James A. Banks is Kerry and Linda Killinger Professor of Diversity Studies
of the Center for Multicultural Education
at the University of Washington,
Seattle. He is a specialist in multicultural education and in social studies
education and has written widely in these book fields. He is a past president
of the American Educational Research Association (AERA) and the National
Council for the Social Studies (NCSS). He was a Spencer Fellow at
the Center for Advanced Study in the Behavioral Sciences at Stanford during
the 2005-2006 academic year. He is a member of the National Academy of
include Teaching Strategies for Ethnic Studies,8th Edition
(Allyn and Bacon); Multicultural Education: Issues and Perspectives,
6th Edition (With Cherry A. McGee Banks) (John Wiley & Sons); Cultural
Diversity and Education: Foundations, Curriculum and Teaching, 5th
Edition (Allyn and Bacon); An Introduction to Multicultural Education,
4th Edition (Allyn and Bacon); Multicultural Education, Transformative
Knowledge, and Action (Teachers College Press); Educating
Citizens in a Multicultural Society, 2nd Edition(Teachers College Press); Diversity
and Citizenship Education: Global Perspectives (Jossey-Bass); and
Race, Culture, and Education: The Selected Works of James A. Banks
Professor Banks is the editor, with Cherry A. McGee Banks, of the Handbook
of Research on Multicultural Education, published by Jossey-Bass.
This landmark publication is the first research handbook on multicultural
education to be published. In 1997, it received the Book Award
from the National Association of Multicultural Education. The second edition
of the Handbook was published by Jossey-Bass in 2004. He is an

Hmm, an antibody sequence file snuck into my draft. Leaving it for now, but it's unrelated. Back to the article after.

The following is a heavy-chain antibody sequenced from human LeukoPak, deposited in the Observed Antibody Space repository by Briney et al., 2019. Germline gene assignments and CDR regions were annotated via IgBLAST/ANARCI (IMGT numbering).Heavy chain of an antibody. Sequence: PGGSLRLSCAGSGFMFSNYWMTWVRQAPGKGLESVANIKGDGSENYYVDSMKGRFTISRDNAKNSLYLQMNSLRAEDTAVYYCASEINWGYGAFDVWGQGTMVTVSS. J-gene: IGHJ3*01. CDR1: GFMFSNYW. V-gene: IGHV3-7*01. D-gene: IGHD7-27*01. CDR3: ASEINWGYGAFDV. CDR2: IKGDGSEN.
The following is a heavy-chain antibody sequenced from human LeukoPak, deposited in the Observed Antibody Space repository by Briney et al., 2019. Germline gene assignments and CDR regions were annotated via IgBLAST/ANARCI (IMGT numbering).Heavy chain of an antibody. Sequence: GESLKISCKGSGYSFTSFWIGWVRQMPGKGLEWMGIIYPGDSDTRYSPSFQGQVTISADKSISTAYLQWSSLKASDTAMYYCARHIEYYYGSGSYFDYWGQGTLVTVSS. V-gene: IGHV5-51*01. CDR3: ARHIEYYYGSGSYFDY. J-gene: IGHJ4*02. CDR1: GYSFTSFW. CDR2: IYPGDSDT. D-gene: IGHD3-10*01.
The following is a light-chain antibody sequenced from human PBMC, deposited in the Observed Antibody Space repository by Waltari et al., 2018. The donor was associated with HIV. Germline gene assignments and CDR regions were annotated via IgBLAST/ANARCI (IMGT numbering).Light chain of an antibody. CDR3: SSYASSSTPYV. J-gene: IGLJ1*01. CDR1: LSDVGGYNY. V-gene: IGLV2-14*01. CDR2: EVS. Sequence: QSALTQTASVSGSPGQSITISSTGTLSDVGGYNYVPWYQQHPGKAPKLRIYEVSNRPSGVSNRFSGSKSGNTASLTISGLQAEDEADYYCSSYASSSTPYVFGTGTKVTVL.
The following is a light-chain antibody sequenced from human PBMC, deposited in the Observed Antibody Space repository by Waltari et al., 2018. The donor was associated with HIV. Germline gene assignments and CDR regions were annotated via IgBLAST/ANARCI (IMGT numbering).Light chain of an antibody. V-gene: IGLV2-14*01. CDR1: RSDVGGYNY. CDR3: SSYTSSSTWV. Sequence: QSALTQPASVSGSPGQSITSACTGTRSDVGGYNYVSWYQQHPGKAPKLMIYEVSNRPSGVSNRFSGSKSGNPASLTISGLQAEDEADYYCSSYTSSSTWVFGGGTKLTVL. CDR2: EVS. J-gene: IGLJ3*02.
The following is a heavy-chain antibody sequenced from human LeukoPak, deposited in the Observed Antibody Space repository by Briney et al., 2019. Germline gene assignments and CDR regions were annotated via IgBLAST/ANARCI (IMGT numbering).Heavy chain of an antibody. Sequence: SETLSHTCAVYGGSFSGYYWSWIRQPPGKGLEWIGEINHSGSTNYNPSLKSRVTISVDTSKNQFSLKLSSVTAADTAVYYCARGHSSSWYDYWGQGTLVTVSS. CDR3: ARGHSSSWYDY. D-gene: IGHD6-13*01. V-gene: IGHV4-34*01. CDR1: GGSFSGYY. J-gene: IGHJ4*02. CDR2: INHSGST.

author on the Macmillan-McGraw-Hill social studies program for grades
K through 7.
Banks has written over 100 articles, contributions to books, and book
reviews for professional publications. He has contributed to such journals
as the Educational Researcher, Phi Delta Kappan, Social Education,
School Review, Educational Leadership, The Journal of Negro Education,
and the Educational Review (British). He served as guest editor
of an issue of the Phi Delta Kappan which focused on "The
Imperatives of Ethnic Education” (1972). He was guest editor of a section
in the April 1983 issue of the Phi Delta Kappan, "Multiethnic
Education at the Crossroads." A section that he guest edited, "Multicultural
Education: Progress and Prospects," appeared in the September, 1993
issue of the Phi Delta Kappan.
Banks edited the National Council for the Social Studies 43rd Yearbook,
Teaching Ethnic Studies: Concepts and Strategies. He served
as chairperson and senior author of the National Council for the Social
Studies Task Force which authored Curriculum Guidelines for Multiethnic
Education, a National Council for the Social Studies position statement.
This publication was the recipient of the 1977 Eleanor Fishburn Award
given by the Education Press Association. The revised version of this
document was published in 1992 with the title, Curriculum Guidelines
for Multicultural Education.
1986, Professor Banks was named a Distinguished Scholar/Researcher on
Minority Education by the American Educational Research Association
(AERA) Committee on the Role and Status of Minorities in Educational R
& D. He received that Committee's Distinguished Career Award in 1996.
In 1994, he was the recipient of the AERA Research Review Award.
In 1998, he received the Teachers of English of Other Languages, Inc.
(TESOL) 1998 Presidents’ Award. In 2001, he received the National Council
for the Social Studies Distinguished Career Research in Social Studies
In 2004, Professor Banks was the first recipient of the newly established
American Educational Research Association (AERA) Social Justice in Education